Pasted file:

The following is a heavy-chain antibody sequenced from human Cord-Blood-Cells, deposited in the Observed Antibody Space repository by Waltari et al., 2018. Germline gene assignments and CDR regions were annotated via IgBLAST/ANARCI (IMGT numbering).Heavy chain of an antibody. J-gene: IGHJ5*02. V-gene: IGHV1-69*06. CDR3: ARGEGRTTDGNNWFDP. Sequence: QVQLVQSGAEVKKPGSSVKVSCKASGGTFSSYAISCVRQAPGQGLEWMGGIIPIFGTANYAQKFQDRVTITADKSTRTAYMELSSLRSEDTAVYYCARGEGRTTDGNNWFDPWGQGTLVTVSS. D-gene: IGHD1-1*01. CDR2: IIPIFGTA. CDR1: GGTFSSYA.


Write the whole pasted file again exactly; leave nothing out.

The following is a heavy-chain antibody sequenced from human Cord-Blood-Cells, deposited in the Observed Antibody Space repository by Waltari et al., 2018. Germline gene assignments and CDR regions were annotated via IgBLAST/ANARCI (IMGT numbering).Heavy chain of an antibody. J-gene: IGHJ5*02. V-gene: IGHV1-69*06. CDR3: ARGEGRTTDGNNWFDP. Sequence: QVQLVQSGAEVKKPGSSVKVSCKASGGTFSSYAISCVRQAPGQGLEWMGGIIPIFGTANYAQKFQDRVTITADKSTRTAYMELSSLRSEDTAVYYCARGEGRTTDGNNWFDPWGQGTLVTVSS. D-gene: IGHD1-1*01. CDR2: IIPIFGTA. CDR1: GGTFSSYA.